by Gina Farrell (M.P.A. ’11)
At her core, Beverly Lindsay, Ph.D., Ed.D. (B.A. ’69), is a diplomat.
“Diplomacy occurs in so many ways – through international relations, economics, sports,” Lindsay said.
But education is also an essential kind of diplomacy, she added, and she would know. A four-time Fulbright awardee, she’s spent plenty of time abroad as what she calls an “educational diplomat” in South Korea, Mozambique, Zimbabwe, and, most recently, Indonesia.
Lindsay’s Fulbright at a Mozambique university followed a period of intense conflict in that region, including continuing wars in Rwanda and the Republic of Congo. When she arrived in 2007, Mozambique was rebuilding after its civil war while also taking in refugees from other conflicts.
Her focus was on helping the university develop graduate programs that would educate students who could manage infrastructures, as well as effectively administrate and budget — basic functions of a working government and skills that were in short supply following the wars.
Countries in conflict for years or decades often have few citizens with the education and training required for rebuilding.
“The master’s students in that program were not only education students, but also from government agencies wanting to learn to be effective managers,” she said. “The conflict may end, but it takes 10-15 more years for substantial changes to occur.”
Lindsay’s latest project took her in another direction — specifically, to London, where she is the principal investigator for a National Science Foundation grant comparing graduate and doctoral programs in science, technology, engineering and mathematics (STEM) in the United States and England. She is comparing institutions with large minority populations to evaluate how they prepare, attract and graduate students in these fields.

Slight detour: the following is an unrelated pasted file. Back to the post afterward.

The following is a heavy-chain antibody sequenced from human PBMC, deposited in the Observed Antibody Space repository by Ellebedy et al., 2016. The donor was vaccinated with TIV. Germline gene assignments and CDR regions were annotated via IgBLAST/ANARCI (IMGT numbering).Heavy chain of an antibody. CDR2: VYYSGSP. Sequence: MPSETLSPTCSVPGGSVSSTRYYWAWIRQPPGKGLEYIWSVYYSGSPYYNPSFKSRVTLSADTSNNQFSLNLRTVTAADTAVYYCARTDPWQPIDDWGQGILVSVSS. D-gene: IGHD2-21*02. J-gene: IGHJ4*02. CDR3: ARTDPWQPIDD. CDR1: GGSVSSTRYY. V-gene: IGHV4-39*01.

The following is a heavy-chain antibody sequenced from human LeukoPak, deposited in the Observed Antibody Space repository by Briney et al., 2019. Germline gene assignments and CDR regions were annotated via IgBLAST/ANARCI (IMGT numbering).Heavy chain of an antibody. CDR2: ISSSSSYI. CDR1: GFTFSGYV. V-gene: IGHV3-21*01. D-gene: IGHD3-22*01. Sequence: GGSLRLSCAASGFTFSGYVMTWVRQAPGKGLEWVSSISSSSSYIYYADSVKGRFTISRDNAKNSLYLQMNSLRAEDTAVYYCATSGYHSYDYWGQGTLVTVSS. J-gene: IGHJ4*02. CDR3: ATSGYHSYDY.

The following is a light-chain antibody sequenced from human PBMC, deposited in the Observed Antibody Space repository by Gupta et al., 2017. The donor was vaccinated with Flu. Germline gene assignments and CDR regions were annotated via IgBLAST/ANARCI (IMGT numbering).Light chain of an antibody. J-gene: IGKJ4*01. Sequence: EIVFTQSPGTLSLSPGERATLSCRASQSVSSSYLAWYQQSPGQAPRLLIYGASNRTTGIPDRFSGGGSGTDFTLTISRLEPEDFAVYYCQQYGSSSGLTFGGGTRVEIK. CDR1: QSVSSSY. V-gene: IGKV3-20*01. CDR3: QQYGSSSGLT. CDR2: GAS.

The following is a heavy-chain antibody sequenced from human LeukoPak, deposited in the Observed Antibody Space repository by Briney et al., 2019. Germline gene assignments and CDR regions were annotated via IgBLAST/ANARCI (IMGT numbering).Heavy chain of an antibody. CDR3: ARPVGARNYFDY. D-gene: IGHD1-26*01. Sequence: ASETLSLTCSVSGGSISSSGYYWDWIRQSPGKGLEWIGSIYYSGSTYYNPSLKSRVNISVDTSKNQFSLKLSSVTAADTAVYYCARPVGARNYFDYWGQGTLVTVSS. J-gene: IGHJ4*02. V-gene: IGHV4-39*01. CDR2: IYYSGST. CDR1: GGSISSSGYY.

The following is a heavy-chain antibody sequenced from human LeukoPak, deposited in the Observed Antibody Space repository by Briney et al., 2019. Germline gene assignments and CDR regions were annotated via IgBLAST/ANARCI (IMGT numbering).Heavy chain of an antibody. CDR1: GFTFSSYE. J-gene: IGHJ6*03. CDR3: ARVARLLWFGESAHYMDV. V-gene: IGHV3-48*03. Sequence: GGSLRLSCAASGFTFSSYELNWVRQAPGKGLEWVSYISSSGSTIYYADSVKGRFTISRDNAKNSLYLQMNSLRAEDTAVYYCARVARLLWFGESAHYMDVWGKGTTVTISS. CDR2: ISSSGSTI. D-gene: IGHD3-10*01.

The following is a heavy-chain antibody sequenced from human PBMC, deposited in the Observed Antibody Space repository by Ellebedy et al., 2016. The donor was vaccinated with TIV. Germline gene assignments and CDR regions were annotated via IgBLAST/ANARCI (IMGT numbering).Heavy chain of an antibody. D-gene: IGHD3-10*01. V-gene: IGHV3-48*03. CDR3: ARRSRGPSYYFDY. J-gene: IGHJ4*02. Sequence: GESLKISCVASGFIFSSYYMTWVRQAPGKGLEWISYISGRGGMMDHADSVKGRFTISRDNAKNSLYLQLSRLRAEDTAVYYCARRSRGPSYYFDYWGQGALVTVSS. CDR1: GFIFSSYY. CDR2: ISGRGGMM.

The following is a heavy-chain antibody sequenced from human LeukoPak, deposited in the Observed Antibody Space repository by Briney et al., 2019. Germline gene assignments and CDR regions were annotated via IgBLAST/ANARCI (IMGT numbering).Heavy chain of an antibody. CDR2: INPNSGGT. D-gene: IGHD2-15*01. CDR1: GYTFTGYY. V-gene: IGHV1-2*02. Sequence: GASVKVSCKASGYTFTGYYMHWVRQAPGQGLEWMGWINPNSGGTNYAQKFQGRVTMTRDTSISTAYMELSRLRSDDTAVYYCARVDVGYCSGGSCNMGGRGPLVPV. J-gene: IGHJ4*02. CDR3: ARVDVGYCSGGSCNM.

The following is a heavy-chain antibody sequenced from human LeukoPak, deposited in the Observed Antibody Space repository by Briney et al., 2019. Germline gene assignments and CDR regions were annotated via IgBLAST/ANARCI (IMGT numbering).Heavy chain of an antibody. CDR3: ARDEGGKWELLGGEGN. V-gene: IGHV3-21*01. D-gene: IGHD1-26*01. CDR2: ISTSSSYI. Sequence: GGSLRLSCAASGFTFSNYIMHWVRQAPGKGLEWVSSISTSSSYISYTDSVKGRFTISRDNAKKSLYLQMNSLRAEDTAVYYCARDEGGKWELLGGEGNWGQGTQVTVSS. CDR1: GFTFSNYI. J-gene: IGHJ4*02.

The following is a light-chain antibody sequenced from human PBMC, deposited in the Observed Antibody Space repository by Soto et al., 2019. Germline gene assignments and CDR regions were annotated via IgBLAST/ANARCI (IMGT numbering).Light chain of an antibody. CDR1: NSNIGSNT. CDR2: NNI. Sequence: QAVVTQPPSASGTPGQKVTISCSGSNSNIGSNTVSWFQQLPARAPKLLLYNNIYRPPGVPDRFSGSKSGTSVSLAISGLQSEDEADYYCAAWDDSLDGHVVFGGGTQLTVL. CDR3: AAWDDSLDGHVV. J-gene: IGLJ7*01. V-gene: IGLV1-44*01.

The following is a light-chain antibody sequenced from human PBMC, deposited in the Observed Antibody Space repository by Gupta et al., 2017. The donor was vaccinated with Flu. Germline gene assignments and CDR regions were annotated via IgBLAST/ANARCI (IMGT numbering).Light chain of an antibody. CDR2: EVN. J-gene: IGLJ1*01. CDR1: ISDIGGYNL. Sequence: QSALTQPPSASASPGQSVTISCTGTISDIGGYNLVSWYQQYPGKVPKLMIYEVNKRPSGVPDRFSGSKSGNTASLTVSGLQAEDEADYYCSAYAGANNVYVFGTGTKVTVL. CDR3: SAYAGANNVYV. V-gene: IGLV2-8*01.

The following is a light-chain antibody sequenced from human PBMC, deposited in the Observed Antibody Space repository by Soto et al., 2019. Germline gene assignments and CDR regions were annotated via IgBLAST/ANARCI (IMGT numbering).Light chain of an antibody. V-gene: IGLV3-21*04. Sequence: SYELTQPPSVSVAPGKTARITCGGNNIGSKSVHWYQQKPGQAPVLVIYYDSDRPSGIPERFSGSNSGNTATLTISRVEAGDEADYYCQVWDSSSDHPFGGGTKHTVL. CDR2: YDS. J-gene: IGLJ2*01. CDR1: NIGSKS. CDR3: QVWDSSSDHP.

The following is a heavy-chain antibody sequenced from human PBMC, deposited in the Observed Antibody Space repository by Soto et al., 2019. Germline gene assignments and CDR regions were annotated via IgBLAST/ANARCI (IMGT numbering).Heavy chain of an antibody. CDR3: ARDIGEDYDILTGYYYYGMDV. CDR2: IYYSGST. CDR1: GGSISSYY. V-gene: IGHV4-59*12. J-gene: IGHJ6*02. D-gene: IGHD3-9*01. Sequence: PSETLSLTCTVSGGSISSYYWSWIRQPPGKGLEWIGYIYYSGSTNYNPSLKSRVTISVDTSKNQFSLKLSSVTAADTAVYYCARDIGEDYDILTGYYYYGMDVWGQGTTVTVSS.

This, she said, is “scientific diplomacy,” and it is vital to the future of both nations considering the changing demographics and substantial increase in minority populations.
Both President Barack Obama and Prime Minister David Cameron stated that each nation needs at least 100,000 new STEM professionals in the coming decade. So Lindsay and her team want to identify where and how these goals can be achieved.
“For any nation to flourish economically, it has to have economic stability, viable infrastructures and sound political processes and leaders,” she said. “But you can’t have those if there aren’t enough people trained in scientific and technical fields.”
Beverly Lindsay has a doctorate in Administration and Management from American University and an Ed.D. in Higher Education and Policy Studies from the University of Massachusetts-Amherst. She is a professor of Education and former dean at both Pennsylvania State University and Hampton University (Va.), is a four-time Fulbright awardee, and has developed new education programs at numerous universities.
She is currently an Invited Visiting Professor at the Institute of Education-University of London.